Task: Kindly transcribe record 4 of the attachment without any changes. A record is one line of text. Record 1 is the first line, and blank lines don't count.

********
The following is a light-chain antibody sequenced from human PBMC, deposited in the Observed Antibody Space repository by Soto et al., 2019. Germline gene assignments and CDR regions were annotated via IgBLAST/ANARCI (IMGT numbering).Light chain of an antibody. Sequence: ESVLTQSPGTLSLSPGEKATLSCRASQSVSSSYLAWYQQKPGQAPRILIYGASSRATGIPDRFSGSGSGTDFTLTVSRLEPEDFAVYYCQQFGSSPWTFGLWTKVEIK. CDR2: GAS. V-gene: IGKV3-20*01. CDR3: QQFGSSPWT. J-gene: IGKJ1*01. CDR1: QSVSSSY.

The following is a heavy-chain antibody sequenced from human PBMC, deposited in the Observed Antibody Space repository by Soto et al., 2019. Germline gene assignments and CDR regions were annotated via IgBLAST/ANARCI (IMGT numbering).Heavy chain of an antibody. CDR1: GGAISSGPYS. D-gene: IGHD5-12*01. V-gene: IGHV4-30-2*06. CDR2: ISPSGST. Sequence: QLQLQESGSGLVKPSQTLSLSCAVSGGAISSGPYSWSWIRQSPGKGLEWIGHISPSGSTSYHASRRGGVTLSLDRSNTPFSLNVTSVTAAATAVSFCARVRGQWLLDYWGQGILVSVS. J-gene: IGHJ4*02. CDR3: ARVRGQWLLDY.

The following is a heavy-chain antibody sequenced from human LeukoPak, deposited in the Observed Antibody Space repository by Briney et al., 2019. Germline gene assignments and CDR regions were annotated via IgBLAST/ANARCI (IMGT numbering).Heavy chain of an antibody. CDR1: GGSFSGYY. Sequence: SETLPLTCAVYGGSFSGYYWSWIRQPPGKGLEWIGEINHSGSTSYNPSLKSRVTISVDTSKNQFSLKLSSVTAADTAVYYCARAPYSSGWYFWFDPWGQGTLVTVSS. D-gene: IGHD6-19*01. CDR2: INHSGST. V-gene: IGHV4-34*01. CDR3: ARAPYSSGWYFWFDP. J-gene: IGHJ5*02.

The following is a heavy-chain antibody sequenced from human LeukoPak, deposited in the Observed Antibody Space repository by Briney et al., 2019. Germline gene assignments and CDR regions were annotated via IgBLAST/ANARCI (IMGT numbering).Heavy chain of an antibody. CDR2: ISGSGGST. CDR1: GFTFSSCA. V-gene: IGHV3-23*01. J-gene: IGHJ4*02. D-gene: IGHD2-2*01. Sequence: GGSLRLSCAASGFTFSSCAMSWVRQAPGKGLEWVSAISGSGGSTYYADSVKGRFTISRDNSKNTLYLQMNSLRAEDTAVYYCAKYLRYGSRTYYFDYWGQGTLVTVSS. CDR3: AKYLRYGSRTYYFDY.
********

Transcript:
The following is a heavy-chain antibody sequenced from human LeukoPak, deposited in the Observed Antibody Space repository by Briney et al., 2019. Germline gene assignments and CDR regions were annotated via IgBLAST/ANARCI (IMGT numbering).Heavy chain of an antibody. CDR2: ISGSGGST. CDR1: GFTFSSCA. V-gene: IGHV3-23*01. J-gene: IGHJ4*02. D-gene: IGHD2-2*01. Sequence: GGSLRLSCAASGFTFSSCAMSWVRQAPGKGLEWVSAISGSGGSTYYADSVKGRFTISRDNSKNTLYLQMNSLRAEDTAVYYCAKYLRYGSRTYYFDYWGQGTLVTVSS. CDR3: AKYLRYGSRTYYFDY.